Microsoft: Java Is Responsible for Up to Half of All Exploits

The most common software exploit type in the first half of 2011 was associated with vulnerabilities in Oracle's Java Runtime Environment (JRE), according to a Microsoft Security Intelligence Report, released last month.

In the report, Microsoft found that between one-third and one-half of all exploits were due to JRE. Trendwise, the number of incidents continue to grow, quarter-over-quarter.

Tim Rains, a director at Microsoft's Trustworthy Computing Group, provided an explanation for why JRE continues to be a malware target in a Monday blog post. In it, he commented that the majority of Java vulnerabilities have already been addressed, but they persist because of a lack of diligence among users in updating their software.

"Many of the more commonly exploited Java vulnerabilities are several years old, and have had security updates available for them for years," wrote Rains. "This illustrates that once attackers develop or buy the capability to exploit a vulnerability, they continue to use the exploit for years, presumably because they continue to get a positive return on investment."

Rains pointed out that the JRE exploit with the most traction has been a vulnerability that was disclosed to Oracle and fixed in March 2010. Although the flaw was addressed, attackers increased their exploitation of it tenfold between the last quarter of 2010 and the first quarter of 2011.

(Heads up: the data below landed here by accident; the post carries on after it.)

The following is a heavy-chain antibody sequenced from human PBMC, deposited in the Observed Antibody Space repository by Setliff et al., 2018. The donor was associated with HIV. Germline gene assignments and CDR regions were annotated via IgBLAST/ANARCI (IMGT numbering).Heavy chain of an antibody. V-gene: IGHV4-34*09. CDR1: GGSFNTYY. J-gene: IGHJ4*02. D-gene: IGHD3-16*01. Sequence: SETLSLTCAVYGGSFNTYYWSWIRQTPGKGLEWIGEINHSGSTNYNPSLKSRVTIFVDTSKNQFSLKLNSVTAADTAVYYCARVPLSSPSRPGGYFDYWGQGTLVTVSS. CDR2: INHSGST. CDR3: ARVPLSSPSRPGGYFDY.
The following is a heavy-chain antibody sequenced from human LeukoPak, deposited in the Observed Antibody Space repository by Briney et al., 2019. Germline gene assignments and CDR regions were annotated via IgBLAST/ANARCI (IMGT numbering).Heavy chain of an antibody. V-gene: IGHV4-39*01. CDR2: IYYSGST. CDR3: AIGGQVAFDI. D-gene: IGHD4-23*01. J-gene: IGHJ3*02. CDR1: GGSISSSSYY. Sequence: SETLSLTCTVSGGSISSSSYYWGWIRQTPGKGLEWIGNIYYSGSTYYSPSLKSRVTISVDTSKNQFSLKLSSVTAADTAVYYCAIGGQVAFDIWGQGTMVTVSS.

Brian Krebs, a security researcher and blogger, reiterated this point in a recent blog post. Attackers rely on users putting off their software updates, he noted. They quickly create and distribute commercial exploit packs.

"Users would need only to browse to a booby-trapped site with a version of Mozilla Firefox or Internet Explorerthat is running anything older than the latest Java package, and the site could silently install malware (according to a miscreant selling access to the exploit, it does not run reliably against Google Chrome for some reason)," Krebs wrote.

The solution? Make sure your software is up to date.

Rains points out that problems can arise when multiple different versions of JRE are running on the same network. He advocated taking time to make sure that all versions of JRE are up to date as a necessary precaution.

About the Author

Chris Paoli is the site producer for and

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Reader Comments:

Thu, Dec 1, 2011 Blue'N Gold

If it were true that winOS problems are rooted in java, then why have the winOS use/recognize Java at all? With FF, one can block all scripts from running on every web page... Never missed anything important using FF. Surfing with IE is like trying to make a 90 degree turn in the Titanic... treacherous at best. Many real users despise the ever-increasing code bloat winOS's are renown for. The endless security patches of (pick your winOS) have no stellar reputation either. Bad OS is still bad OS. You'd be surprised how fast pages load without Adobe Flash installed--who wants those ads anyway? Adobe Flash has its endless up-dates too. When going online, users are not there to fix code sold by lazy corporate programmers. With OS, less is more. There you have it.

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